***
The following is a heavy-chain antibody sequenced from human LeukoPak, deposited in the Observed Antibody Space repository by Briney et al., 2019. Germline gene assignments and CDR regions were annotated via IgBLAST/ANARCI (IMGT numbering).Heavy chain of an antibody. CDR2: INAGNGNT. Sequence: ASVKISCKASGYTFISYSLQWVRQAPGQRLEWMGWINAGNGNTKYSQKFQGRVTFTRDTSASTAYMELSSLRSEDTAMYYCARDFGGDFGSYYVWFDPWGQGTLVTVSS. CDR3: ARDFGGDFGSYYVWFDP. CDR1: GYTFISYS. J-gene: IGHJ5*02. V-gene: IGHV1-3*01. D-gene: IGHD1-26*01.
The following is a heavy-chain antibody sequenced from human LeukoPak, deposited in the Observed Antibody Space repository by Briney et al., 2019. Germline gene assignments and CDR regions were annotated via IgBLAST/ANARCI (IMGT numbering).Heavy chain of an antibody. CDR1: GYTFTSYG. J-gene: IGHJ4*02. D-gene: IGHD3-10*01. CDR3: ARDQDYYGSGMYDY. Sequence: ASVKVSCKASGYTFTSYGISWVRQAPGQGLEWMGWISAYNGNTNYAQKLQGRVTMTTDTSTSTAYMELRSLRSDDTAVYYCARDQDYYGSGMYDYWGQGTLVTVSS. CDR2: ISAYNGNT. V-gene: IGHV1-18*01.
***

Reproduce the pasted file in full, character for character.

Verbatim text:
The following is a heavy-chain antibody sequenced from human LeukoPak, deposited in the Observed Antibody Space repository by Briney et al., 2019. Germline gene assignments and CDR regions were annotated via IgBLAST/ANARCI (IMGT numbering).Heavy chain of an antibody. CDR2: INAGNGNT. Sequence: ASVKISCKASGYTFISYSLQWVRQAPGQRLEWMGWINAGNGNTKYSQKFQGRVTFTRDTSASTAYMELSSLRSEDTAMYYCARDFGGDFGSYYVWFDPWGQGTLVTVSS. CDR3: ARDFGGDFGSYYVWFDP. CDR1: GYTFISYS. J-gene: IGHJ5*02. V-gene: IGHV1-3*01. D-gene: IGHD1-26*01.
The following is a heavy-chain antibody sequenced from human LeukoPak, deposited in the Observed Antibody Space repository by Briney et al., 2019. Germline gene assignments and CDR regions were annotated via IgBLAST/ANARCI (IMGT numbering).Heavy chain of an antibody. CDR1: GYTFTSYG. J-gene: IGHJ4*02. D-gene: IGHD3-10*01. CDR3: ARDQDYYGSGMYDY. Sequence: ASVKVSCKASGYTFTSYGISWVRQAPGQGLEWMGWISAYNGNTNYAQKLQGRVTMTTDTSTSTAYMELRSLRSDDTAVYYCARDQDYYGSGMYDYWGQGTLVTVSS. CDR2: ISAYNGNT. V-gene: IGHV1-18*01.